The Georgia House of Representatives has approved a measure dubbed the “good behavior bill,” that pushes for more discretion among juvenile court judges. The 169 to 1 vote came just in time to meet this week’s critical legislative “crossover day” deadline.
“I am so pleased with the passage of House Bill 373 and grateful to B.J. Pak, Jay Neal, Wendell Willard, Stacey Abrams, Yasmin Neal and all of the representatives who voted in support of the bill,” said Georgia Department of Juvenile Justice (DJJ) Commissioner Amy Howell. “It is great that our leadership understood the opportunity this bill presents for DJJ, our youth and Georgia. I am looking forward to working with the Senate.”
The measure, which has been formally endorsed by DJJ and the Council of Juvenile Court Judges, would allow judges to review the sentences of felons who have served part of their terms for consideration for early release. The measure, sponsored by Rep. B.J. Pak (R-Lilburn), cleared the House Rules Committee on Friday and was heard on the House floor Monday.
“I think it’s good; obviously it’s something that has been worked on for several years,” Rep. Pak said, shortly after the vote. “This provides an incentive for juveniles in detention centers to behave. It allows them to petition the court for a modified sentence if he or she completes the terms of their sentence and demonstrates that they are rehabilitated. As the law stands now, they can’t even be considered for early release even if they have met all expectations.”
Emory University’s Barton Child Law and Policy Center Director Kirsten Widner said she was pleased with the House vote.
“I think it’s great that they recognize that they had a great bill in front of them,” she said.
The measure is now headed to the Senate where it will likely be heard by the Judiciary Committee headed by Sen. Bill Hamrick (R- Carrollton), Rep. Pak said.
“This provides these juveniles with more of a chance to get another shot,” he added. “It’s about time we do this.”
Howell has described the legislation as “good” for Georgia and DJJ. “It provides an incentive for youth to behave appropriately and focus on their education and rehabilitation from the moment they enter the system rather than waiting until the end of their commitment,” she said.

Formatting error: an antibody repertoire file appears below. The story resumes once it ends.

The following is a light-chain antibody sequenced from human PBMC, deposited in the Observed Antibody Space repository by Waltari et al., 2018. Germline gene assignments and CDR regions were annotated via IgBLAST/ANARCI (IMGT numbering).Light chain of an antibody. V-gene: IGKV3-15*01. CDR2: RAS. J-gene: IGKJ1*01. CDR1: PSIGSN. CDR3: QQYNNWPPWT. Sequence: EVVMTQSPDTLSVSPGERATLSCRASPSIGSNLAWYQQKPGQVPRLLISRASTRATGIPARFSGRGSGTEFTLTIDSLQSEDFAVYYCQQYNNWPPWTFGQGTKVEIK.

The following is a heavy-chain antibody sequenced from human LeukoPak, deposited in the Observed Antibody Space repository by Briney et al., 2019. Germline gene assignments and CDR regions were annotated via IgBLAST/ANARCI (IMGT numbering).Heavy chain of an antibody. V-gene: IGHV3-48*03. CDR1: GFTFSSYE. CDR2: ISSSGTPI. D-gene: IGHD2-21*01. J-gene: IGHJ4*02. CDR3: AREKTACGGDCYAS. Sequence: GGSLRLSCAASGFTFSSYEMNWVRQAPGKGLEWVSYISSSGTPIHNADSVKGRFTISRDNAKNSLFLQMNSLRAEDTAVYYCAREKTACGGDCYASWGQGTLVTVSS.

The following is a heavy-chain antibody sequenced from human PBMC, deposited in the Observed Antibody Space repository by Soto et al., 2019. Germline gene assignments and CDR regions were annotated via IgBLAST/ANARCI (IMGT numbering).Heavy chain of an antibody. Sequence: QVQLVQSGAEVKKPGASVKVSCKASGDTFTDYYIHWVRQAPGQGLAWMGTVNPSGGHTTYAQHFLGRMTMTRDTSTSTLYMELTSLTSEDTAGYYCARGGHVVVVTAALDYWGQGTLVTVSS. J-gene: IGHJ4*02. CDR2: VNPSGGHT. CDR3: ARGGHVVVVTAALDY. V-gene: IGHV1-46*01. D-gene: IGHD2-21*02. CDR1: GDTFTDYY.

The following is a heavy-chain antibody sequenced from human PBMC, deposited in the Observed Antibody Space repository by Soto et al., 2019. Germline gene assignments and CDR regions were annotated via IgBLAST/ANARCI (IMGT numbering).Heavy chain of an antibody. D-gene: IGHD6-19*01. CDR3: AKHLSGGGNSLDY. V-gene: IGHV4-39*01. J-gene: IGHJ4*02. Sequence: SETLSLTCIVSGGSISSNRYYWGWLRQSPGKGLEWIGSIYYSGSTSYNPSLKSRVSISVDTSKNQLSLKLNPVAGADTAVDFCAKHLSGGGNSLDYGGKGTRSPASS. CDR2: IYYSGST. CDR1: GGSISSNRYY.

Crossover day — the critical mid-point in the legislative session, when Senate bills move over to the House and House bills transition to the Senate — is Wednesday. Any bills that have not passed a committee hearing by then will have to be considered later in the two-year legislative cycle.
Howell has said the measure “promotes long-term public safety” and provides an incentive for young people in detention centers to better themselves in preparation for life back in the community.
“I spoke with a young lady at Macon YDC who is a designated felon,” she said. “She has attained her diploma, completed technical trade training and is a behavioral model at the facility. She has another year of her five-year sentence to serve. She is worried about what she will do as a 21 year old and mother when she gets out. This bill gives the courts an opportunity to weigh whether there is a greater risk to long-term public safety if we leave a young lady like this locked up.”
Although it would likely be touted as a victory for child advocates in the state, final passage of HB 373 could also signal the end for Senate Bill 105 which proposes to establish a three-person juvenile parole panel within DJJ. One key difference between the measures is that one gives more discretion to juvenile court judges while the other leaves the child’s fate in the hands of parole board members appointed by the DJJ commissioner.
“My bill does not modify the sentence,” noted SB 105 sponsor Sen. Emanuel Jones (D-Decatur). “Under my bill, the child would have to spend time in a detention center and one third of his or her remaining time on supervised release.”
Sen. Jones had recently told JJIE.org that if his bill was not heard he would “attach it” to the massive Juvenile Code rewrite. Sources affiliated with Senate Bill 127, also known as the Child Protection and Public Safety Act, have hinted that some exciting updates are expected soon on the status of the code rewrite but they won’t elaborate at this time. So far it has not made it through the Senate Judiciary Committee (SJC). Failure to do so this session would be a major blow to supporters who have been involved in the rewriting process since 2004.
Sen. Jones now tells JJIE.org that he will support HB 373. “The key is getting something out there that works,” he said. “If HB 373 gets passed, let’s go with it. I wholeheartedly support it.”
He said he also backs the idea that Clayton County Juvenile Court Judge Steve Teske proposed to JJIE.org last month; pass HB 373, assess the data collected on it for a predetermined time and then only revisit the parole board model if data reveals problems with the execution of the good behavior bill.
“The ultimate goal is not to have good kids trapped in a bad system,” Sen. Jones said. “Anything that addresses that; I’m all for it.”
JJIE.org will be monitoring closely these final days in the session before crossover day. Keep checking here for updates.